Become The Alpha Dog

The Not So Colorful World Of A Dog

In the eyes of a dog the world is in white and in various shades of grey. You see, dogs were once believed to have no ability to distinguish colors. Dogs are acclaimed for their heightened senses. A dog’s sensitive scenting and hearing abilities is buy Calan online what makes them outstanding guard dogs. Sighthounds are breeds highly valued for their excellent vision. One of the best price on cialis advantages of dogs over humans is the ability to see well in the dark . With dog that taking on the guarding duty, the people in the house can have a good nights rest.

It is really quite surprising that in spite of these heightened senses, dogs were once believed to have no capability to distinguish colors. Dogs can actually see colors but in a different way than what we humans can do. The fact that dogs can see colors was proven by a study on canine vision conducted in the University of California. Due to the dog’s less detailed vision, a new red chew toy may not be appreciated as in the dog’s eye the color of the toy will either be black or grey.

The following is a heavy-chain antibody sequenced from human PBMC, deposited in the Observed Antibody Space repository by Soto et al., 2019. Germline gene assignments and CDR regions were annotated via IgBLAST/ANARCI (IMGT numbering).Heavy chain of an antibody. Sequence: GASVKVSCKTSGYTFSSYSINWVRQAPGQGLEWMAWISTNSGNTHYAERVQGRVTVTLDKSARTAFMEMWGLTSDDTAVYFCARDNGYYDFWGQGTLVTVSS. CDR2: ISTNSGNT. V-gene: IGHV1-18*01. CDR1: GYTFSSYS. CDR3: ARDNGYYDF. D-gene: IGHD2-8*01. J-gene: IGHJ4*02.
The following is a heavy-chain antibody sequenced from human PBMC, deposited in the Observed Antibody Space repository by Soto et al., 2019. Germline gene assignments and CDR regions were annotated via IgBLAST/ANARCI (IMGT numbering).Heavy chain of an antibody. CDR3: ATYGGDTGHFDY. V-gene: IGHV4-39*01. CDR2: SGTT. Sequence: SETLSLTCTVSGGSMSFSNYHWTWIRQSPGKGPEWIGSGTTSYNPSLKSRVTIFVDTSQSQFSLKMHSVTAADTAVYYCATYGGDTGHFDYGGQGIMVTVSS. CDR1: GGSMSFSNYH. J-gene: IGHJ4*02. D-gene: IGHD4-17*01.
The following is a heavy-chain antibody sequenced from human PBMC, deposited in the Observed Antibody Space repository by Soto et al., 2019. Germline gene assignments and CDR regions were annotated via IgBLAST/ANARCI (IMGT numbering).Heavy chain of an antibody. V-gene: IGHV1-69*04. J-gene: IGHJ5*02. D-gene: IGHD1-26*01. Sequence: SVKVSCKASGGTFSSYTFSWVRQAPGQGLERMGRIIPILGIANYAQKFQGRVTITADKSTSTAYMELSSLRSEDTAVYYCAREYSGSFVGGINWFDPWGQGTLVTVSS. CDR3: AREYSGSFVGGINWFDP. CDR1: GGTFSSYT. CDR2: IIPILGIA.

Humans and dogs are very similar in genetics. The cone photoreceptors that catch light and control color sensitivity in human eyes are found in dog’s eyes too. A dog’s eye only has two cone photoreceptors while humans have three. Because dogs only have two cone photoreceptors, their color vision range is only 20% of what humans have. This makes a dog’s vision about six times inferior than what we humans have.

The violet, blue, blue green, green, yellow, orange and red colors of the rainbow would be seen by a dog as blue, light blue, grey, light yellow, brownish yellow and dark grey. The world therefore in the eyes of the dog is colored in yellow, grey and blue. Surprisingly, dogs have the ability to see the subtle differences in the shades of blues and violets.

The yellow pigmentation in the human eyes that blocks short wavelengths and reduces the eyes’ sensitivity to blue and violet eyes is the reason why humans do not have the ability to distinguish the slight changes in the shades of violets and blues. Dogs do not have this yellow pigmentation thus they can distinguish the blue and violet shades.

Find out more about how dogs see color and dog first aid at Sarah’s Dogs.

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This post was written by assistant on September 4, 2010

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